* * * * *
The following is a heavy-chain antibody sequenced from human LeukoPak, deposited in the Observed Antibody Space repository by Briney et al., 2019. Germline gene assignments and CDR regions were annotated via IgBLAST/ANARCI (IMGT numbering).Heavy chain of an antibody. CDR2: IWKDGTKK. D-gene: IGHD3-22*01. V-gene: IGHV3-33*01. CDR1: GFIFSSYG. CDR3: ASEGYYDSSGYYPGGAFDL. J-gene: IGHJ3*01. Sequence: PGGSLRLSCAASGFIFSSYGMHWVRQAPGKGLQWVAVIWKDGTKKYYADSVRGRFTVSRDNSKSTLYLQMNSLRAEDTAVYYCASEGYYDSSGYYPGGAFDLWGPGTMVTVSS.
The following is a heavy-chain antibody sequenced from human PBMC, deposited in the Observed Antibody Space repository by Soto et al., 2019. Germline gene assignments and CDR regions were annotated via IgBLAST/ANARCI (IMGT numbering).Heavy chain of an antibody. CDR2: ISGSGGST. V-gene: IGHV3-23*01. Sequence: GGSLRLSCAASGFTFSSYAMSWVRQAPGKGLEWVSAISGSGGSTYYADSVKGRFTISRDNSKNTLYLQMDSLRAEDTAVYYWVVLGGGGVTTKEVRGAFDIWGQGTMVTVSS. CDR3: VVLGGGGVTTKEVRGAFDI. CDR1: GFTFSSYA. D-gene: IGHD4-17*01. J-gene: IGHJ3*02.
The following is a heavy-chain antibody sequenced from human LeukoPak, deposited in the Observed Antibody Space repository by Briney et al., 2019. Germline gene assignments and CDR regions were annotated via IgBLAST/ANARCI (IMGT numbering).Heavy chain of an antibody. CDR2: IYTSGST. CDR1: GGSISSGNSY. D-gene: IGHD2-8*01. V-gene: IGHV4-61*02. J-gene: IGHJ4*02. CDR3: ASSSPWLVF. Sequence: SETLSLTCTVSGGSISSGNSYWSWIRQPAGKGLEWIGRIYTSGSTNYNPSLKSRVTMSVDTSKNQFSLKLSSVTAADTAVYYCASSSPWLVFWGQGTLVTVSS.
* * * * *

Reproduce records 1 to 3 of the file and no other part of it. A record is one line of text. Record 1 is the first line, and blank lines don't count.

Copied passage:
The following is a heavy-chain antibody sequenced from human LeukoPak, deposited in the Observed Antibody Space repository by Briney et al., 2019. Germline gene assignments and CDR regions were annotated via IgBLAST/ANARCI (IMGT numbering).Heavy chain of an antibody. CDR2: IWKDGTKK. D-gene: IGHD3-22*01. V-gene: IGHV3-33*01. CDR1: GFIFSSYG. CDR3: ASEGYYDSSGYYPGGAFDL. J-gene: IGHJ3*01. Sequence: PGGSLRLSCAASGFIFSSYGMHWVRQAPGKGLQWVAVIWKDGTKKYYADSVRGRFTVSRDNSKSTLYLQMNSLRAEDTAVYYCASEGYYDSSGYYPGGAFDLWGPGTMVTVSS.
The following is a heavy-chain antibody sequenced from human PBMC, deposited in the Observed Antibody Space repository by Soto et al., 2019. Germline gene assignments and CDR regions were annotated via IgBLAST/ANARCI (IMGT numbering).Heavy chain of an antibody. CDR2: ISGSGGST. V-gene: IGHV3-23*01. Sequence: GGSLRLSCAASGFTFSSYAMSWVRQAPGKGLEWVSAISGSGGSTYYADSVKGRFTISRDNSKNTLYLQMDSLRAEDTAVYYWVVLGGGGVTTKEVRGAFDIWGQGTMVTVSS. CDR3: VVLGGGGVTTKEVRGAFDI. CDR1: GFTFSSYA. D-gene: IGHD4-17*01. J-gene: IGHJ3*02.
The following is a heavy-chain antibody sequenced from human LeukoPak, deposited in the Observed Antibody Space repository by Briney et al., 2019. Germline gene assignments and CDR regions were annotated via IgBLAST/ANARCI (IMGT numbering).Heavy chain of an antibody. CDR2: IYTSGST. CDR1: GGSISSGNSY. D-gene: IGHD2-8*01. V-gene: IGHV4-61*02. J-gene: IGHJ4*02. CDR3: ASSSPWLVF. Sequence: SETLSLTCTVSGGSISSGNSYWSWIRQPAGKGLEWIGRIYTSGSTNYNPSLKSRVTMSVDTSKNQFSLKLSSVTAADTAVYYCASSSPWLVFWGQGTLVTVSS.